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Canada wins the World Vase – er Cup

My god is that trophy ugly.

When the World Cup started, everybody on this side of the pond was salivating over the possibility of a Canada – USA matchup for the Gold Medal game. Who forgot to tell the Finns the plan?

While many Canadians were disapointed that we didnt get to knock off the Yanks a second time in this tournament, I, for one, was very happy with the matchup. And not just because that meant that five Calgary Flame players were on the rosters.

I was elated by this matchup because it was a battle of nations who live, breathe and die hockey. While 2 million people watched poker on ESPN in the states, a paltry 350,000 watched the Finland-USA semifinal on ESPN2. Compare that to over 700,000 watching in the middle of the night in Finland – a nation of about 5 million people.

In the United States, this gold medal game would have been just another hockey game nobody cares much about. In Finland, it was the biggest game in that nation’s history.

How can you be disapointed with that kind of reaction?

Riding the stellar goaltending of Miikka Kiprusoff, and the same committment to defense that wins Stanley Cups, the Finns got through a relatively mediocre European pool, and past the rapidly aging Americans, only to fall in the final to the Canadians 3-2. It was exciting, high flying hockey, and the perfect lead into the NHL season.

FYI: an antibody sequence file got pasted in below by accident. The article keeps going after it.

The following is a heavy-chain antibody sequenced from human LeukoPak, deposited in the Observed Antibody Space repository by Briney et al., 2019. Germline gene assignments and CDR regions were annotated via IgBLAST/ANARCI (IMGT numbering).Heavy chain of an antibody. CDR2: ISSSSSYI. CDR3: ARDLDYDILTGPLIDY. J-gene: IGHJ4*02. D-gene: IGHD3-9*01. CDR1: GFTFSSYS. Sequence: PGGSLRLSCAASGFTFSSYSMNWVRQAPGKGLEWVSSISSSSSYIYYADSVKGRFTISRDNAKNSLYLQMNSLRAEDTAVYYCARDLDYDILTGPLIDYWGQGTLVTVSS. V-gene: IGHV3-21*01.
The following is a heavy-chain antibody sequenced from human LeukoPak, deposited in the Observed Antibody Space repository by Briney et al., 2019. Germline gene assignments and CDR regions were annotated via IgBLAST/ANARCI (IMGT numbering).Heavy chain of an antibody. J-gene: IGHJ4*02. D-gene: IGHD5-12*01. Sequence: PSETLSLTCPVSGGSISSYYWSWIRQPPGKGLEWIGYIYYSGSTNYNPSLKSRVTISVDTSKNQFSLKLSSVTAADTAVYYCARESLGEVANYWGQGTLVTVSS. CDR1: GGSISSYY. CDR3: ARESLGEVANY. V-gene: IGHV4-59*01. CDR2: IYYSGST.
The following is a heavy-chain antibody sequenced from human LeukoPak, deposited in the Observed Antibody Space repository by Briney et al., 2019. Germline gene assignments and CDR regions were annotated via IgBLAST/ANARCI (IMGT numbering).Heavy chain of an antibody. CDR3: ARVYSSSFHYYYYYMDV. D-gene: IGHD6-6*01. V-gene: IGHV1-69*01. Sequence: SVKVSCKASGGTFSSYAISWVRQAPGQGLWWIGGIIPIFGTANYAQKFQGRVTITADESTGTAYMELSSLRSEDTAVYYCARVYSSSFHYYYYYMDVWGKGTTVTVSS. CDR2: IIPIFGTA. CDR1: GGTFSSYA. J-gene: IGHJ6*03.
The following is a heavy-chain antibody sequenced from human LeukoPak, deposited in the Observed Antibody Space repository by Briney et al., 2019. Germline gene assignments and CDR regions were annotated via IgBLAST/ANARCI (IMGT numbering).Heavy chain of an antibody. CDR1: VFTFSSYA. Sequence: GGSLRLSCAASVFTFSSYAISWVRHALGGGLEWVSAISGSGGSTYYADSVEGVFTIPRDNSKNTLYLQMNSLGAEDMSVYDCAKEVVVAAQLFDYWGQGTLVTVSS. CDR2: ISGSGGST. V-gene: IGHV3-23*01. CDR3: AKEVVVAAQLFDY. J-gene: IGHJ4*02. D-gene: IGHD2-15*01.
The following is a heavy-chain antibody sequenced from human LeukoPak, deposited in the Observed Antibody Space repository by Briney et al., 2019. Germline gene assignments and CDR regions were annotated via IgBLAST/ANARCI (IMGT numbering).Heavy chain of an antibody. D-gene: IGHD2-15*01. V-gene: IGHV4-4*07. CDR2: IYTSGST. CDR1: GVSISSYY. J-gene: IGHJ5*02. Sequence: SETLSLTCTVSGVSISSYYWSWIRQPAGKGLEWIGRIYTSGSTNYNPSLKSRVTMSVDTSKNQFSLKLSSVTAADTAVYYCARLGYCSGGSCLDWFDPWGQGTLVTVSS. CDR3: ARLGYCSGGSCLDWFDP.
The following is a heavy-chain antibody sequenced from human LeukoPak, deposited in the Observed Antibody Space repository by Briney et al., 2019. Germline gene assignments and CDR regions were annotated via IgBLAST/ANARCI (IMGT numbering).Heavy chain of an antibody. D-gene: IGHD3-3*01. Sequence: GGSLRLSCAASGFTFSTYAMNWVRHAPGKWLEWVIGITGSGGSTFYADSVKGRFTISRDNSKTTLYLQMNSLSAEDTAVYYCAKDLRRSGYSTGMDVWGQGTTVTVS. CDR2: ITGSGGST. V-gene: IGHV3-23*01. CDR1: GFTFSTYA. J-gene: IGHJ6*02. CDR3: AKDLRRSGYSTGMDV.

Whoops… forget I said that.

Vinny Lecavalier was named tournament MVP, and while not a bad choice, I do not believe he was the best choice. I suspect Lecavalier won mainly as a result of his overtime goal in the semifinal against the Czechs. While an argument can definitely be made that Lecavalier was the top forward in the tournament, IMO, Martin Brodeur was far and away the Canadian – and Tournament – most valuable player. Though Brodeur should be getting used to being passed over, as he lost the Conn Smythe to JS Giguere two years ago, even though he was the better goaltender.

And while this tournament will be labelled a success by all, one cannot overlook that Helsinki, St. Paul and Toronto all struggled, and failed, to sell out games – victims of overpriced tickets for a tournament lacking in prestige after an eight year hiatus. Even in the land where kids learn to skate before they learn to walk, Canadians werent enthralled by this tournament like they were in 1996 or in the Salt Lake Olympics. the NHL and IIHF have a lot of work to do before the next World Cup – which will hopefully be held before 2012.

However, much of this may have to do with NHL arenas going dark tomorrow at midnight, as it is hard to get up for such a tournament on the eve of doomsday.

Regardless, Congratulations to team Canada, champions of the world once again.

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